On Being a Writer

by HelluvaGirl

I met her in the beauty salon. It appears we have been going to the same Hairstylist for years. She sat in an adjacent chair and was having her roots done while reading her Kindle. I was skimming through glance magazines – the beauty salon is the place for me to catch up on the latest gossip free of charge as I don’t buy it anyway, and to look for acquaintances on the last pages. The Hairstylist made some tea.
Have a candy.
The woman stretched out a small plate to me. Those were my favourite chocolate ones from the childhood, called Bear in the North.
Better take two.
She said it in a very assured tone as if it was medicine, and I took another one, smiling. She looked a bit edgy from her manner of speaking and from the way she looked at the surfaces of things and into me. But she definitely seemed interested in making contact. After the seconds I scanned her I knew I could go to bed with her – figuratively speaking with no vulgar undertones: a strong person with substance whom I decided to trust. I also liked her sharp eyes and the spark of wit in them, not to mention her New Balance sneakers. The theme of my magazine was Italy. I looked through the pictures of Rome and at some point spontaneously shared with the Hairstylist a deliciously humorous quote from the article. Perhaps as a naturally curious person open for a round-the-corner discovery, the woman smoothly included herself into our conversation and the next thing I knew we were talking Italia experience. She’s been there and thought the province was worth exploring in its own way. I listened to her impressions of different places whilst caressing their names printed out on the pages of my magazine.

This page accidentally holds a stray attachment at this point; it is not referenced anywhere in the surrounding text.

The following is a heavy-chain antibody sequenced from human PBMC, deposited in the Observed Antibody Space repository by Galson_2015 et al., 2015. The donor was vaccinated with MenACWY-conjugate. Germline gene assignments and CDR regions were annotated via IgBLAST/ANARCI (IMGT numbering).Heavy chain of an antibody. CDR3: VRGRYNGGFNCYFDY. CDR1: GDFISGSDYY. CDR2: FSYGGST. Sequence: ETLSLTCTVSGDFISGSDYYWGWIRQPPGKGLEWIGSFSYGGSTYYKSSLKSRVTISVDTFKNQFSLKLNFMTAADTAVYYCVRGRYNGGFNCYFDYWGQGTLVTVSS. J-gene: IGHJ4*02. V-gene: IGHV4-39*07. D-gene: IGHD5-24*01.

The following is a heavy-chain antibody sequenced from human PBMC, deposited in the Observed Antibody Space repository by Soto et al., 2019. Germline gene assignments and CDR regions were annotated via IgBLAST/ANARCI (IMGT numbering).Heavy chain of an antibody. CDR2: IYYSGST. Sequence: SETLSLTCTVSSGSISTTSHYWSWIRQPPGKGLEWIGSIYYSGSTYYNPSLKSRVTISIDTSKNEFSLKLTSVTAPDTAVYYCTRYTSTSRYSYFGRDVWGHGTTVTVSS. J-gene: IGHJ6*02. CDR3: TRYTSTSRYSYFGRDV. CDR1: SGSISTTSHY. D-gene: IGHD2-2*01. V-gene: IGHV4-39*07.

If you ever travel through Italy...
she began, reading my face with her eyes and collecting all my attention within a pause
take the modern trains. The other ones are never on time.
I like it when people look straight at me. I saw this documentary once where they said autistic people looked not into the eyes of a person speaking to them, but at their lips. I’d look at the lips my whole life – otherwise wouldn’t understand a great part of what was said. The words just tend to get lost in the noise or the eyes happen to be too distracting. It wasn’t before recently that I started taking the risk of travelling away from the lips. We spoke of different countries and she asked if I’d lived in America (can’t beat the habit of English-Lithuanian lingo), and I said I’d lived in Thailand, and then a million of other things.
What did you find?
We looked at each other and I knew what she meant, but she added, smiling as if assured I’d have something to say:
What did you discover?
I smiled back and told her about that day in Koh Phangan where I was lying on a chez-longue, immersed in my non-stop contemplation which lead to knowing this: you must invest in your life, in your personality and self-education to really like yourself, to feel good about your own company as you are alone in the end, anywhere you are – to love yourself so that you wouldn’t need to travel the world looking for obscure things outside your own limits – so that you didn’t really have limitations and were the source of everything you needed instead. She knew a good way of listening.